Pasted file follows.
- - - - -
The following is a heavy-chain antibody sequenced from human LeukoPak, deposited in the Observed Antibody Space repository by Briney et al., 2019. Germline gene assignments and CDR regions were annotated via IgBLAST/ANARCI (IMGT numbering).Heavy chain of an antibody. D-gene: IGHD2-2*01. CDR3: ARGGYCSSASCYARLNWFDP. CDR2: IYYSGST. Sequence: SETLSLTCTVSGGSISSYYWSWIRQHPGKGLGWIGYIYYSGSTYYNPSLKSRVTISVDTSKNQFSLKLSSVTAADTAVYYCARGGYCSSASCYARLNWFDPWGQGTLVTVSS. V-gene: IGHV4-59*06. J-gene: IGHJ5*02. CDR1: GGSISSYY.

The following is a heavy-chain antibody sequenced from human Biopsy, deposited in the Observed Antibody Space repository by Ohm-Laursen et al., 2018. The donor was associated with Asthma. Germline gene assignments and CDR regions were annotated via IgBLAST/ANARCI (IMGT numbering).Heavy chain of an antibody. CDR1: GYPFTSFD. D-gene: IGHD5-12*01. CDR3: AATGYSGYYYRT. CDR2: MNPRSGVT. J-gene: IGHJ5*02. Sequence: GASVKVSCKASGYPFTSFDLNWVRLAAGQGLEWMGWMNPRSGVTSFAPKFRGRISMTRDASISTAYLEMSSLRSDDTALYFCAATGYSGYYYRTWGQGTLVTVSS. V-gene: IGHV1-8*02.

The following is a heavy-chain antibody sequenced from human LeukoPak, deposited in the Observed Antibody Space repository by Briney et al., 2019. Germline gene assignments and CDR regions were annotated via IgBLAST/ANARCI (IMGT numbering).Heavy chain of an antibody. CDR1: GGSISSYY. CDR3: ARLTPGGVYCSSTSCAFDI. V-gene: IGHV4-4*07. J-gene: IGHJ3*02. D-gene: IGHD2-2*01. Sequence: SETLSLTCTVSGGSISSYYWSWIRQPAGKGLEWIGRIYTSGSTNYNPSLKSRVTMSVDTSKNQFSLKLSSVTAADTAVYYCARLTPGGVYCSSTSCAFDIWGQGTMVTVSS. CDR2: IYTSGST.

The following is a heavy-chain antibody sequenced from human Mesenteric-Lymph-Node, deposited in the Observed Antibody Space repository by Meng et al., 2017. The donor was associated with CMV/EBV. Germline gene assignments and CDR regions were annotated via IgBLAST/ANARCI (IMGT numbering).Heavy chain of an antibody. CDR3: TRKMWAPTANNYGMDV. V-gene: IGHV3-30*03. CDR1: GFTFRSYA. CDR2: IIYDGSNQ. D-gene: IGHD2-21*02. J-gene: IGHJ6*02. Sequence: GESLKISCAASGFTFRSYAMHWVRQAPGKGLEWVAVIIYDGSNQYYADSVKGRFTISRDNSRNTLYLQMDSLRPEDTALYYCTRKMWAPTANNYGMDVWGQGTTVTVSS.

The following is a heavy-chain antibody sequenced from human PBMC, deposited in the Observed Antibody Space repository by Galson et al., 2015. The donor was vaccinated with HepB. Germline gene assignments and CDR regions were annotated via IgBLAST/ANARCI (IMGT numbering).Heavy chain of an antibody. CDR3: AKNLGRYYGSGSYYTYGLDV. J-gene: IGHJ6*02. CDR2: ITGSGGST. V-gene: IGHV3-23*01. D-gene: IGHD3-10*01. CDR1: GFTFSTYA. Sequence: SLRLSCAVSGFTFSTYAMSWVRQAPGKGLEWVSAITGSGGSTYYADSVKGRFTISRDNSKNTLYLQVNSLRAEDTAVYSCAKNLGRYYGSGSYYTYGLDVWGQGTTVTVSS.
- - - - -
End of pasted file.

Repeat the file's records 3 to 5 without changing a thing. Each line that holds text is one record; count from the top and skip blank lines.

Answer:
The following is a heavy-chain antibody sequenced from human LeukoPak, deposited in the Observed Antibody Space repository by Briney et al., 2019. Germline gene assignments and CDR regions were annotated via IgBLAST/ANARCI (IMGT numbering).Heavy chain of an antibody. CDR1: GGSISSYY. CDR3: ARLTPGGVYCSSTSCAFDI. V-gene: IGHV4-4*07. J-gene: IGHJ3*02. D-gene: IGHD2-2*01. Sequence: SETLSLTCTVSGGSISSYYWSWIRQPAGKGLEWIGRIYTSGSTNYNPSLKSRVTMSVDTSKNQFSLKLSSVTAADTAVYYCARLTPGGVYCSSTSCAFDIWGQGTMVTVSS. CDR2: IYTSGST.

The following is a heavy-chain antibody sequenced from human Mesenteric-Lymph-Node, deposited in the Observed Antibody Space repository by Meng et al., 2017. The donor was associated with CMV/EBV. Germline gene assignments and CDR regions were annotated via IgBLAST/ANARCI (IMGT numbering).Heavy chain of an antibody. CDR3: TRKMWAPTANNYGMDV. V-gene: IGHV3-30*03. CDR1: GFTFRSYA. CDR2: IIYDGSNQ. D-gene: IGHD2-21*02. J-gene: IGHJ6*02. Sequence: GESLKISCAASGFTFRSYAMHWVRQAPGKGLEWVAVIIYDGSNQYYADSVKGRFTISRDNSRNTLYLQMDSLRPEDTALYYCTRKMWAPTANNYGMDVWGQGTTVTVSS.

The following is a heavy-chain antibody sequenced from human PBMC, deposited in the Observed Antibody Space repository by Galson et al., 2015. The donor was vaccinated with HepB. Germline gene assignments and CDR regions were annotated via IgBLAST/ANARCI (IMGT numbering).Heavy chain of an antibody. CDR3: AKNLGRYYGSGSYYTYGLDV. J-gene: IGHJ6*02. CDR2: ITGSGGST. V-gene: IGHV3-23*01. D-gene: IGHD3-10*01. CDR1: GFTFSTYA. Sequence: SLRLSCAVSGFTFSTYAMSWVRQAPGKGLEWVSAITGSGGSTYYADSVKGRFTISRDNSKNTLYLQVNSLRAEDTAVYSCAKNLGRYYGSGSYYTYGLDVWGQGTTVTVSS.